By BRIAN D’AMBROSIO
Hank Williams III never met his grandfather, the iconic balladeer considered the king of country music.
But the resemblance between the two, musically, physically, vocally, and even attitudinally, goes beyond the boundaries of just plain uncanny.
At 38-years-old, Hank III revels in the boozy, rowdy nature of his lineage.
“It’s a respect issue,” says Hank III, born Shelton Hank Williams III. “I never knew Hank Williams, I only know him through his music. I never had any personal time or contact with him. I only know of him as a fan. Even still, I defend and protect my family, and do them proud.”
Hank III started out playing with his dad on-stage when he was only 10-years-old. His songs perpetuate the cornerstones of pure country’s hard-living identity: Double-crossing women, dalliances with drugs, booze, and the devil, as well as the loneliness of the road, the Lord, fear, and redemption.
Hank III upholds the grittiest elements of his family tree, while branding its bark with his own twist: classic country delivered with blazing punk attitude.
Since his first solo album, Risin’ Outlaw, was released in September 1999, he has garnered respectable sales and positive reviews. While his birthright could have guaranteed him a wide country audience, his lack of patience for the often humdrum Nashville sound, cussedness, and disregard for even the basic behavioral requirements of his promoters, have left him a bit alienated. His sentiments on this subject are captured in his songs “Trashville” and “Dick in Dixie.”
“If I were just riding the coattails of my grandfather and copying him, that would get old fast,” says Hank III. “I stand on my own two feet.”
Williams’ live shows typically follow a Jekyll and Hyde structure: a country music set featuring fiddle player Adam McOwen and slide guitar player Andy Gibson, followed by a heavy mixture of metal and hardcore punk. Two distinct sets emerge, one a trouncing, edgy arrangement for the alternative crowd, and the other a more orthodox country format for older fans. (His six-piece Damn Band, too, spans in age, from 30 to 60.)
Thus, Hank Williams III’s fan base ranges from tattooed, tongue-ringed teens and twenty-somethings more prone to body-surfing than line-dancing, to middle-aged ladies and old timers eager to hear the lad’s eerie resemblance to Hank Williams. Sometimes he even sings one of his grandfather’s signatures, like “Your Cheatin’ Heart” and “I’m So Lonesome I Could Cry.”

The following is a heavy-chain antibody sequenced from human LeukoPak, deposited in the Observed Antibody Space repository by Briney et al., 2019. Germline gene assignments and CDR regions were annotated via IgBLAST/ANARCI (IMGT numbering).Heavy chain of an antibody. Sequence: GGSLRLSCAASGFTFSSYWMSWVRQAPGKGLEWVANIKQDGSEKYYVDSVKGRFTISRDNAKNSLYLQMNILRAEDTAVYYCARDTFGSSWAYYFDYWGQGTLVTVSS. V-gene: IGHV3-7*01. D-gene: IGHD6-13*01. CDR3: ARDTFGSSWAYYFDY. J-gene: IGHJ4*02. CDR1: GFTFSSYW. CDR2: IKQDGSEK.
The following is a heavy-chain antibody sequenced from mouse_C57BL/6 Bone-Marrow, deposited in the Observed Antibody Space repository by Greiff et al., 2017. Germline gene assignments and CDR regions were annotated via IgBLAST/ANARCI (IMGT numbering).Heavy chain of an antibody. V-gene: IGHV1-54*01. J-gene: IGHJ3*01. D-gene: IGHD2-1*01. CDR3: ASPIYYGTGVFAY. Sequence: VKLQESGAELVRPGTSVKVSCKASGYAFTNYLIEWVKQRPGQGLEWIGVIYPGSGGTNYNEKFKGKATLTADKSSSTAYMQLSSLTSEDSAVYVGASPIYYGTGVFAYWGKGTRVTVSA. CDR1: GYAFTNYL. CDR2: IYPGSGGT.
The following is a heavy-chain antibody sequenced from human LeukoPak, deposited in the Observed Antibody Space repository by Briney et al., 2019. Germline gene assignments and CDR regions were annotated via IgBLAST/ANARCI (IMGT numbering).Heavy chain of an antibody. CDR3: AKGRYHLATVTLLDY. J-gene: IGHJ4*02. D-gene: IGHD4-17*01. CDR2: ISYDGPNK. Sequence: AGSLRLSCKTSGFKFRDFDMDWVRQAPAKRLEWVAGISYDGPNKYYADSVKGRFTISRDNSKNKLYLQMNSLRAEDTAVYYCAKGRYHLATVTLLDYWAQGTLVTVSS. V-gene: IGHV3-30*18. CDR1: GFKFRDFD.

“I get the seniors who think that I’m the legend who has come back from the dead, who believe I’m my grandfather.”
On the nature of his sound, Hank III says that he has a message to labor.
“I’m very motivated to play, but there’s a couple of ways to look at it,” says Hank III. “I’m able to show people exactly how diverse of a musician I am, all at once. It’s never been done before. I’m just really pumped and looking forward for the new beginning and excited to get back on the road doing what we do. My shows are known to have a rowdy, respectful, loyal crowd.”
Hank III’s name is often associated with his contractual conflicts with Curb Records. He expressed unhappiness with his debut, even making t-shirts stating “(Expletive) Curb.” He has held a longstanding grievance against the Grand Ole Oprey for not respecting his grandfather’s contributions and for not acknowledging his own music’s authenticity.
“I don’t want to kill my reputation so bad in Nashville that I won’t be able to keep making music there,” he says. “The Grand Ole Opry needs to get off their asses and do what’s best for real country music. What fuels me, more than anything, more than my resentment of The Grand Ole Opry and all its hypocrisy, is heartbreak and fear of destitution.”
No matter where his path deviates or ends, Hank III, who self-produces his own music at his own pace, won’t be adhering to the mandates or conformities of the music industry.
“Here’s the big picture,” says Hank III. “I don’t go to an office and pump out ten songs a day, teamed with four other marketing people. I’m an artist – not a business guy. I work hard, I play hard.”
Hank Williams III plays at The Wilma Theater in Missoula on August 29.
Read more of Brian’s stories about the fascinating places and personalities that shape Western Montana in his blog archive.
Brian D’Ambrosio is a Missoula writer, editor, instructor, and media consultant. D’Ambrosio’s recent articles have been published in local, regional, and national publications, including High Country News, USA Today, Wisconsin Trails, Bark Magazine, Montana Magazine, and Backpacker Magazine. His latest book about legendary vigilante screen actor Charles Bronson, Menacing Face Worth Millions, A Life of Charles Bronson, is available for purchase on Kindle. He is also the author of Montana Summer: 101 Great Adventures in Big Sky Country. It’s available now for $2.00 as an eBook on Smashwords.